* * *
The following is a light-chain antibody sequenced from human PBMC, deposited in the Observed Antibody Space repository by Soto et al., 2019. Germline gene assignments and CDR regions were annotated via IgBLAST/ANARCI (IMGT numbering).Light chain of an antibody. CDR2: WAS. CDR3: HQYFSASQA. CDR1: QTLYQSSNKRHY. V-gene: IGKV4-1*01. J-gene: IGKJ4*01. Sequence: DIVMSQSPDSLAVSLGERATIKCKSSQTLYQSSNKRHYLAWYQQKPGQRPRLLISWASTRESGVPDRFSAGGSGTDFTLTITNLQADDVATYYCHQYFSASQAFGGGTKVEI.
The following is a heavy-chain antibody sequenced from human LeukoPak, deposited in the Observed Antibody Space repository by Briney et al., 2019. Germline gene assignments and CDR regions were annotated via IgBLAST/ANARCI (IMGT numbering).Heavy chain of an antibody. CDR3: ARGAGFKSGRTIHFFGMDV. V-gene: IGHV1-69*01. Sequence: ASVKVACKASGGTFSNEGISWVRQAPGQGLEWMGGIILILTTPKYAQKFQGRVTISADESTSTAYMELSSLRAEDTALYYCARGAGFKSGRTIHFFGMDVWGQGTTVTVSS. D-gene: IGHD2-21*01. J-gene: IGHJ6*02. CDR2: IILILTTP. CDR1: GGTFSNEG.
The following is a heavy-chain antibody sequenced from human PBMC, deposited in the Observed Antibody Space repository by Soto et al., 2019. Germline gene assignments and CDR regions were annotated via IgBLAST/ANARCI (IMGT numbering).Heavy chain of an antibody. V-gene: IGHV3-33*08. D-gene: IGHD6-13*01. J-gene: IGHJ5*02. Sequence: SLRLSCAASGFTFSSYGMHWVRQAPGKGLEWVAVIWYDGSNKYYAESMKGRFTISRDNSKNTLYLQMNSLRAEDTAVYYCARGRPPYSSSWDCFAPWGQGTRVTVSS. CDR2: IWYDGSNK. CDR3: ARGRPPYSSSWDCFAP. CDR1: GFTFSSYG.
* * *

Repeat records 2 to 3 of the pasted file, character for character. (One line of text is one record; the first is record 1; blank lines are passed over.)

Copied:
The following is a heavy-chain antibody sequenced from human LeukoPak, deposited in the Observed Antibody Space repository by Briney et al., 2019. Germline gene assignments and CDR regions were annotated via IgBLAST/ANARCI (IMGT numbering).Heavy chain of an antibody. CDR3: ARGAGFKSGRTIHFFGMDV. V-gene: IGHV1-69*01. Sequence: ASVKVACKASGGTFSNEGISWVRQAPGQGLEWMGGIILILTTPKYAQKFQGRVTISADESTSTAYMELSSLRAEDTALYYCARGAGFKSGRTIHFFGMDVWGQGTTVTVSS. D-gene: IGHD2-21*01. J-gene: IGHJ6*02. CDR2: IILILTTP. CDR1: GGTFSNEG.
The following is a heavy-chain antibody sequenced from human PBMC, deposited in the Observed Antibody Space repository by Soto et al., 2019. Germline gene assignments and CDR regions were annotated via IgBLAST/ANARCI (IMGT numbering).Heavy chain of an antibody. V-gene: IGHV3-33*08. D-gene: IGHD6-13*01. J-gene: IGHJ5*02. Sequence: SLRLSCAASGFTFSSYGMHWVRQAPGKGLEWVAVIWYDGSNKYYAESMKGRFTISRDNSKNTLYLQMNSLRAEDTAVYYCARGRPPYSSSWDCFAPWGQGTRVTVSS. CDR2: IWYDGSNK. CDR3: ARGRPPYSSSWDCFAP. CDR1: GFTFSSYG.